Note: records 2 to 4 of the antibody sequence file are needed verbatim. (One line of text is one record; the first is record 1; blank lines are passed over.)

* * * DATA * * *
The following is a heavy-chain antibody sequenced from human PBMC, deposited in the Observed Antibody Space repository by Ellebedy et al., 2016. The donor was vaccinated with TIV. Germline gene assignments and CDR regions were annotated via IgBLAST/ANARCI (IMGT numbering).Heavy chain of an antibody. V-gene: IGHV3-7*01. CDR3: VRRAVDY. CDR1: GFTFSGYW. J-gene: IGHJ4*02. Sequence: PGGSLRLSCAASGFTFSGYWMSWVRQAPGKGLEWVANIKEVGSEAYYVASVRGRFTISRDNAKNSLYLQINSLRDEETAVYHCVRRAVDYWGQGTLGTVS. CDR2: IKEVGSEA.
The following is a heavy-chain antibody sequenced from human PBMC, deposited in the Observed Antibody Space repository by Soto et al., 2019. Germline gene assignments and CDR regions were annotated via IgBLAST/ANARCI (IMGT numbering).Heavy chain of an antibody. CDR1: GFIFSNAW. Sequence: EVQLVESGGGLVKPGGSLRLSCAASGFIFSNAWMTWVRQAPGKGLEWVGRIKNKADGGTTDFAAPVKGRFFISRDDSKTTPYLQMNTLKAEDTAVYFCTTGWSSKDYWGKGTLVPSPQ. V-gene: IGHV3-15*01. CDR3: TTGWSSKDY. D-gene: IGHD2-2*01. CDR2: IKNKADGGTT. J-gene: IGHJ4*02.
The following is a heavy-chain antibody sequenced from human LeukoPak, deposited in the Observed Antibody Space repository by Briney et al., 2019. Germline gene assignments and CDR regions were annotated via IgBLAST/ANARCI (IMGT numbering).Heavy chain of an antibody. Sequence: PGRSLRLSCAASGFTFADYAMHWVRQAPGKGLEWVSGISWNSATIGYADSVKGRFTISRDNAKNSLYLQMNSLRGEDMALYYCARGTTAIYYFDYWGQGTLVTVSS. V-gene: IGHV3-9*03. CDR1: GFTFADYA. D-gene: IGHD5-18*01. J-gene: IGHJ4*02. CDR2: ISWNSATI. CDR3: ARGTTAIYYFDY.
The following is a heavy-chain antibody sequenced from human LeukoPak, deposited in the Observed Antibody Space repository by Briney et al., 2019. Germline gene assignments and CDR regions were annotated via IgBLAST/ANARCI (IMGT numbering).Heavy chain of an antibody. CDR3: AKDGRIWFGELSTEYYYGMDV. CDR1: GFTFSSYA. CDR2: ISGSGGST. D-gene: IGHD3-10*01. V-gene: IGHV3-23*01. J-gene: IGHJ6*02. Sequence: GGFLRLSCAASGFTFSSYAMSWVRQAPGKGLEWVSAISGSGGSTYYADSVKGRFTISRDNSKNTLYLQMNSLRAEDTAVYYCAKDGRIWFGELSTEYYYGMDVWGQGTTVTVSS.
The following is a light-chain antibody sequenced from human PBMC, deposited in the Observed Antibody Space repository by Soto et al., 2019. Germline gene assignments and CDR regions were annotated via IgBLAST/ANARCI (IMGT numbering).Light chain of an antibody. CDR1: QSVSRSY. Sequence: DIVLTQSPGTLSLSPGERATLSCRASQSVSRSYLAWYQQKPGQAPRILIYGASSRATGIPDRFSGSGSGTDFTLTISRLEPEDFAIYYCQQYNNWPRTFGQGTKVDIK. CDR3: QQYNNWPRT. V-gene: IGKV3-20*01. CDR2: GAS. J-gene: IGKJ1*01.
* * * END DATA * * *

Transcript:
The following is a heavy-chain antibody sequenced from human PBMC, deposited in the Observed Antibody Space repository by Soto et al., 2019. Germline gene assignments and CDR regions were annotated via IgBLAST/ANARCI (IMGT numbering).Heavy chain of an antibody. CDR1: GFIFSNAW. Sequence: EVQLVESGGGLVKPGGSLRLSCAASGFIFSNAWMTWVRQAPGKGLEWVGRIKNKADGGTTDFAAPVKGRFFISRDDSKTTPYLQMNTLKAEDTAVYFCTTGWSSKDYWGKGTLVPSPQ. V-gene: IGHV3-15*01. CDR3: TTGWSSKDY. D-gene: IGHD2-2*01. CDR2: IKNKADGGTT. J-gene: IGHJ4*02.
The following is a heavy-chain antibody sequenced from human LeukoPak, deposited in the Observed Antibody Space repository by Briney et al., 2019. Germline gene assignments and CDR regions were annotated via IgBLAST/ANARCI (IMGT numbering).Heavy chain of an antibody. Sequence: PGRSLRLSCAASGFTFADYAMHWVRQAPGKGLEWVSGISWNSATIGYADSVKGRFTISRDNAKNSLYLQMNSLRGEDMALYYCARGTTAIYYFDYWGQGTLVTVSS. V-gene: IGHV3-9*03. CDR1: GFTFADYA. D-gene: IGHD5-18*01. J-gene: IGHJ4*02. CDR2: ISWNSATI. CDR3: ARGTTAIYYFDY.
The following is a heavy-chain antibody sequenced from human LeukoPak, deposited in the Observed Antibody Space repository by Briney et al., 2019. Germline gene assignments and CDR regions were annotated via IgBLAST/ANARCI (IMGT numbering).Heavy chain of an antibody. CDR3: AKDGRIWFGELSTEYYYGMDV. CDR1: GFTFSSYA. CDR2: ISGSGGST. D-gene: IGHD3-10*01. V-gene: IGHV3-23*01. J-gene: IGHJ6*02. Sequence: GGFLRLSCAASGFTFSSYAMSWVRQAPGKGLEWVSAISGSGGSTYYADSVKGRFTISRDNSKNTLYLQMNSLRAEDTAVYYCAKDGRIWFGELSTEYYYGMDVWGQGTTVTVSS.